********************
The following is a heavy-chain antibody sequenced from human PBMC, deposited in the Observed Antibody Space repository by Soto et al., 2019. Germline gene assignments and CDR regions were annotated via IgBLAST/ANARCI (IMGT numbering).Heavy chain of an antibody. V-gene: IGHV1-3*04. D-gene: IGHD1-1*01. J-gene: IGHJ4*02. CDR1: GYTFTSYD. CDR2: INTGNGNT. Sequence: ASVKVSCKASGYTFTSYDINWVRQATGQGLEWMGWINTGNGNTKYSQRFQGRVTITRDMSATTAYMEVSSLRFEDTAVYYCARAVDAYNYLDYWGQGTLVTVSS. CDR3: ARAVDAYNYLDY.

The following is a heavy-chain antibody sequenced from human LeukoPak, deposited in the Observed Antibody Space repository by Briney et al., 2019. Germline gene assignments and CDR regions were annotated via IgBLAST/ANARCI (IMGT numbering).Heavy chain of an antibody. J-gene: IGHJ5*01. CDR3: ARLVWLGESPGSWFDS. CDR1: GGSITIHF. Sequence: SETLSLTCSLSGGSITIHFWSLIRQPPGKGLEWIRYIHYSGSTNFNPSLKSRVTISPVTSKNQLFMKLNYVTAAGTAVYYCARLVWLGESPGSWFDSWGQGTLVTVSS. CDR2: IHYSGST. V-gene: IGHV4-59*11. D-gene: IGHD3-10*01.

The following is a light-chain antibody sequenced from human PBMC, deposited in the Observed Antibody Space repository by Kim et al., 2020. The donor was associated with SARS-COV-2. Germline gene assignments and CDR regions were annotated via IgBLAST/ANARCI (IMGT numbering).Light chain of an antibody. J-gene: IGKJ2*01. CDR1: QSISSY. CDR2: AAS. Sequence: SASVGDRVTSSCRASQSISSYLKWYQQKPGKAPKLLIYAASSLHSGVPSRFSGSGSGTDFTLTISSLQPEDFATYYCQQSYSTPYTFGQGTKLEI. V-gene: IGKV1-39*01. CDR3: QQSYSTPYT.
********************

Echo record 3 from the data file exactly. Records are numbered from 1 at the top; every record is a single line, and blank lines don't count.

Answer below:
The following is a light-chain antibody sequenced from human PBMC, deposited in the Observed Antibody Space repository by Kim et al., 2020. The donor was associated with SARS-COV-2. Germline gene assignments and CDR regions were annotated via IgBLAST/ANARCI (IMGT numbering).Light chain of an antibody. J-gene: IGKJ2*01. CDR1: QSISSY. CDR2: AAS. Sequence: SASVGDRVTSSCRASQSISSYLKWYQQKPGKAPKLLIYAASSLHSGVPSRFSGSGSGTDFTLTISSLQPEDFATYYCQQSYSTPYTFGQGTKLEI. V-gene: IGKV1-39*01. CDR3: QQSYSTPYT.